Vail Daily letter: Some models are valid, some models are not | VailDaily.com

Vail Daily letter: Some models are valid, some models are not

Mr. Spitzer argues in his recent letter that since some models (Kepler's) are valid, then all models must be valid. However, his description of Kepler's reasoning process highlights the circular nature of climate models. Kepler started with observations of planetary motions and derived equations to explain and predict those motions. Bravo!

The climate modelers, on the other hand, start with the premise that changes in carbon dioxide are a major drive of climate change (a premise for which there is no evidence) and then build a model to justify the premise. Hence, any output of such a model is an example of circular reasoning, i.e. the conclusion is included in the premises.

To have built a valid model, the climate scientist would, at minimum, have to have observed that changes in carbon dioxide concentrations are always followed by a corresponding change in climate. What the data show, however, is that at times there is no observable relationship between climate and changes in the carbon dioxide level, and more recently, changes in climate have preceded changes in carbon dioxide levels. Therefore, the change in carbon dioxide cannot have caused the change in climate. Based on available evidence, the modeler should be trying to model the change in carbon dioxide brought about by changes in climate.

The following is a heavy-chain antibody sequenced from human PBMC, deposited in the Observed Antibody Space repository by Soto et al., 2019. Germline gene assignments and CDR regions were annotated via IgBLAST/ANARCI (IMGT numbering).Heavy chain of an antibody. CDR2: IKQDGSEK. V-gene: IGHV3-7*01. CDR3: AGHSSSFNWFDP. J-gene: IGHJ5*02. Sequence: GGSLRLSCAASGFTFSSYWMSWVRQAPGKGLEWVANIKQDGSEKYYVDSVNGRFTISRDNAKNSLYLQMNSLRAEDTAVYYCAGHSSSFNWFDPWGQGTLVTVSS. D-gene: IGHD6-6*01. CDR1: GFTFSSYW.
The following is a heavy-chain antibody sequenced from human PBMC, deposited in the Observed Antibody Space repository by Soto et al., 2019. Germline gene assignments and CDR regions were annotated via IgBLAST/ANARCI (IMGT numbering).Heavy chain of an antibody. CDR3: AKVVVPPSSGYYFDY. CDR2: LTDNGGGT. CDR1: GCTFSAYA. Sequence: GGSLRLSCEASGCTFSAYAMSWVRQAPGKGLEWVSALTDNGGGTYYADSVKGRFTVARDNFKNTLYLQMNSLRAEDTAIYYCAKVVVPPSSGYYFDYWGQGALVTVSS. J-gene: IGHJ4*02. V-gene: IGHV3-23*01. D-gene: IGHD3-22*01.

To recap, Kepler's laws of motion are examples of valid models. So-called climate scientist's models are circular arguments. Dr. Richard Lindzen, a climate scientist at MIT, has stated that most, if not all, government funding for climate research should be eliminated for a substantial period of time in order to weed out the charlatans and religious zealots.

Tom Chastain

Eagle-Vail